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Capitol area security (new law)

Published (5/25/2012)
By Nick Busse
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State Patrol officers can now be assigned to protect state lawmakers and other high-ranking state officials, if they’re believed to be in danger. 

Effective May 2, 2012, a new law authorizes state troopers to provide security on a short-term basis in response to “credible threats” against legislators, Supreme Court justices and constitutional officers.

The law does not specify criteria for what constitutes a credible threat. Instead, that decision will be left to the governor and the commissioner of public safety.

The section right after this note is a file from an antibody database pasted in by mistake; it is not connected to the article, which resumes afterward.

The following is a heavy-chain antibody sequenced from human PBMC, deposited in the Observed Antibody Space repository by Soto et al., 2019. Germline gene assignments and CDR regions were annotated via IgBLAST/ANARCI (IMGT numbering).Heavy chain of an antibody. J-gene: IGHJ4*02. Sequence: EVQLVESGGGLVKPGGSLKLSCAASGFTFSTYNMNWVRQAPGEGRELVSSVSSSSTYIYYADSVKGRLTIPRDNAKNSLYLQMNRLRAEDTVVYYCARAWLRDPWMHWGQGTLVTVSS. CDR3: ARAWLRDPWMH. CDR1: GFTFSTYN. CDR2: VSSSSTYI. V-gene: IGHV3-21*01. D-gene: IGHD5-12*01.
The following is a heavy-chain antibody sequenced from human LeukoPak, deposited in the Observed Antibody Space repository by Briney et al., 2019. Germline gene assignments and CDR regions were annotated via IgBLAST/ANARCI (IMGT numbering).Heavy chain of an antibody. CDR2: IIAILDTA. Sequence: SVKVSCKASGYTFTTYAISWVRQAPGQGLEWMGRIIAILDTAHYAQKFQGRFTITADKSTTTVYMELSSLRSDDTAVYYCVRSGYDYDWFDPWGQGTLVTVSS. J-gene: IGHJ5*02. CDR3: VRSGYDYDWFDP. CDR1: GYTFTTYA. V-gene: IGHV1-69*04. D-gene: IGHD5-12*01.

The law also establishes an Advisory Committee on Capitol Area Security, consisting of the lieutenant governor, two House members, two senators and the chief justice of the Minnesota Supreme Court (or their designee). The committee will meet at least four times a year to discuss security concerns and make recommendations to the Legislature. It will sunset on June 30, 2022.

Rep. Kelby Woodard (R-Belle Plaine), who sponsors the law with Sen. Michelle Benson (R-Ham Lake), said the provisions are partially a response to the January 2011 mass shooting near Tucson, Ariz., that killed or wounded 19 people, including former congresswoman Gabrielle Giffords. After that incident, Gov. Mark Dayton convened a joint executive-legislative committee to make recommendations on improving security in the Capitol Complex. The group advocated for many of the provisions embodied in the new law.

HF1607*/ SF1283/CH258

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